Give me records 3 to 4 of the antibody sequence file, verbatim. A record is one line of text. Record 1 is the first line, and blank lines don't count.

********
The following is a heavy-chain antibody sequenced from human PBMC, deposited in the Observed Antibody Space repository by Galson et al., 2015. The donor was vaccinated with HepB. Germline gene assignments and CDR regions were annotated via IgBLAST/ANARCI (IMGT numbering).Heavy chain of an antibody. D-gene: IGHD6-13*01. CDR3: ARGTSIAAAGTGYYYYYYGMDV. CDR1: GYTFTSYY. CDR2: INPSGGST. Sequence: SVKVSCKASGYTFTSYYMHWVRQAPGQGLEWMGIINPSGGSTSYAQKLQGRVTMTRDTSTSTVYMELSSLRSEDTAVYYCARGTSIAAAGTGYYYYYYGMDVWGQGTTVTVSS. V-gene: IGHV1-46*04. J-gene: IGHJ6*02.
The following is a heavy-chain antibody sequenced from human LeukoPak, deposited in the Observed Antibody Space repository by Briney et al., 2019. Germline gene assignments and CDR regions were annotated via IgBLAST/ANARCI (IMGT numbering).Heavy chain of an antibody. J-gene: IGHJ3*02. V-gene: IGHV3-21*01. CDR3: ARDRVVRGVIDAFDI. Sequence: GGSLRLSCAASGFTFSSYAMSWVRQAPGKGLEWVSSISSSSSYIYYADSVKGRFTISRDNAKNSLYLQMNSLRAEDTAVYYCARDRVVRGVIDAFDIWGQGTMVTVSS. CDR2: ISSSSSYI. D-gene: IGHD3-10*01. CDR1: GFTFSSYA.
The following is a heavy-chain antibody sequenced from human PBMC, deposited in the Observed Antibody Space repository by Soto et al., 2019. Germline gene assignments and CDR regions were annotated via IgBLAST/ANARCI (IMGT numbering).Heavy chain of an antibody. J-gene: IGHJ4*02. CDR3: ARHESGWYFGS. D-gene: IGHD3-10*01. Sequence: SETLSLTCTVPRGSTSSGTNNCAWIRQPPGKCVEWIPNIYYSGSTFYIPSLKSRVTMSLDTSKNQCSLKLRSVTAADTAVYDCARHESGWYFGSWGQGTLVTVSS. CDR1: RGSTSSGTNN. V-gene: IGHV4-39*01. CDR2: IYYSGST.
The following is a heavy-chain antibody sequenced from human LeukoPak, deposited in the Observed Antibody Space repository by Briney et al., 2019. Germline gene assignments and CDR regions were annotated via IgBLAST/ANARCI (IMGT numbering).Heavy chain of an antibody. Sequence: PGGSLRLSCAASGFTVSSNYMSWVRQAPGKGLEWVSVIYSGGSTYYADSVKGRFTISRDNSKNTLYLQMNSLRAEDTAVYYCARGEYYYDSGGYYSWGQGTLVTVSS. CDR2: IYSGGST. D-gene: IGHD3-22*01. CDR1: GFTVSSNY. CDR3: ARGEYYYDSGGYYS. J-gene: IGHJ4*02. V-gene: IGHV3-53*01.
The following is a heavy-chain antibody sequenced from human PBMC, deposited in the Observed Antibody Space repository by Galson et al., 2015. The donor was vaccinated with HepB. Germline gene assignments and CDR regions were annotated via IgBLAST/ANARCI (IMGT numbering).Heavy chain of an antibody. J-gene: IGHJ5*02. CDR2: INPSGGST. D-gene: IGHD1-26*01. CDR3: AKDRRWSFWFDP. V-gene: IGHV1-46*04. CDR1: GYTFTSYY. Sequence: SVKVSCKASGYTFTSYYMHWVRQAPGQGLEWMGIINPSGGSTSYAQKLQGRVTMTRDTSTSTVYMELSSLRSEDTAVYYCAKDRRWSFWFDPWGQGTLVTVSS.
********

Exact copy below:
The following is a heavy-chain antibody sequenced from human PBMC, deposited in the Observed Antibody Space repository by Soto et al., 2019. Germline gene assignments and CDR regions were annotated via IgBLAST/ANARCI (IMGT numbering).Heavy chain of an antibody. J-gene: IGHJ4*02. CDR3: ARHESGWYFGS. D-gene: IGHD3-10*01. Sequence: SETLSLTCTVPRGSTSSGTNNCAWIRQPPGKCVEWIPNIYYSGSTFYIPSLKSRVTMSLDTSKNQCSLKLRSVTAADTAVYDCARHESGWYFGSWGQGTLVTVSS. CDR1: RGSTSSGTNN. V-gene: IGHV4-39*01. CDR2: IYYSGST.
The following is a heavy-chain antibody sequenced from human LeukoPak, deposited in the Observed Antibody Space repository by Briney et al., 2019. Germline gene assignments and CDR regions were annotated via IgBLAST/ANARCI (IMGT numbering).Heavy chain of an antibody. Sequence: PGGSLRLSCAASGFTVSSNYMSWVRQAPGKGLEWVSVIYSGGSTYYADSVKGRFTISRDNSKNTLYLQMNSLRAEDTAVYYCARGEYYYDSGGYYSWGQGTLVTVSS. CDR2: IYSGGST. D-gene: IGHD3-22*01. CDR1: GFTVSSNY. CDR3: ARGEYYYDSGGYYS. J-gene: IGHJ4*02. V-gene: IGHV3-53*01.